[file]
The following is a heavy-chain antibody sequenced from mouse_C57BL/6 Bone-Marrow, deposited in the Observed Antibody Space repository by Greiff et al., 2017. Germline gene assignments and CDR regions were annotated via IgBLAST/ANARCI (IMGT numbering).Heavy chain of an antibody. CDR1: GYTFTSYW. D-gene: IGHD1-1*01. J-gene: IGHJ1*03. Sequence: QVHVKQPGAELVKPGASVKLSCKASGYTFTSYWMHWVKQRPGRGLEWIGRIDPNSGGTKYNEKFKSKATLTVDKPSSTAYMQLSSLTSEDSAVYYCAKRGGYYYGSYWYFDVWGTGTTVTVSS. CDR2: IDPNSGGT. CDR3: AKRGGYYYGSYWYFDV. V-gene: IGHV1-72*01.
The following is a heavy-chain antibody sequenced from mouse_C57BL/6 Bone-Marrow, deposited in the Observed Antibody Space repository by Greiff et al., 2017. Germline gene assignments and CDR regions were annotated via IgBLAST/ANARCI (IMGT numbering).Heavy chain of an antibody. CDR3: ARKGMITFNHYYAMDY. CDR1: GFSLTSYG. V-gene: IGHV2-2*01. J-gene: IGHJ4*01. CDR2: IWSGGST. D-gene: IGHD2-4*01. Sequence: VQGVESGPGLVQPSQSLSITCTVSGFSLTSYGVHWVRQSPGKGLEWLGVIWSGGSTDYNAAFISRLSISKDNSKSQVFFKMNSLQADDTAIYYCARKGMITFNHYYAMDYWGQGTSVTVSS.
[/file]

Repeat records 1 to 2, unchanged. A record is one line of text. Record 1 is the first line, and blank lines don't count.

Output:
The following is a heavy-chain antibody sequenced from mouse_C57BL/6 Bone-Marrow, deposited in the Observed Antibody Space repository by Greiff et al., 2017. Germline gene assignments and CDR regions were annotated via IgBLAST/ANARCI (IMGT numbering).Heavy chain of an antibody. CDR1: GYTFTSYW. D-gene: IGHD1-1*01. J-gene: IGHJ1*03. Sequence: QVHVKQPGAELVKPGASVKLSCKASGYTFTSYWMHWVKQRPGRGLEWIGRIDPNSGGTKYNEKFKSKATLTVDKPSSTAYMQLSSLTSEDSAVYYCAKRGGYYYGSYWYFDVWGTGTTVTVSS. CDR2: IDPNSGGT. CDR3: AKRGGYYYGSYWYFDV. V-gene: IGHV1-72*01.
The following is a heavy-chain antibody sequenced from mouse_C57BL/6 Bone-Marrow, deposited in the Observed Antibody Space repository by Greiff et al., 2017. Germline gene assignments and CDR regions were annotated via IgBLAST/ANARCI (IMGT numbering).Heavy chain of an antibody. CDR3: ARKGMITFNHYYAMDY. CDR1: GFSLTSYG. V-gene: IGHV2-2*01. J-gene: IGHJ4*01. CDR2: IWSGGST. D-gene: IGHD2-4*01. Sequence: VQGVESGPGLVQPSQSLSITCTVSGFSLTSYGVHWVRQSPGKGLEWLGVIWSGGSTDYNAAFISRLSISKDNSKSQVFFKMNSLQADDTAIYYCARKGMITFNHYYAMDYWGQGTSVTVSS.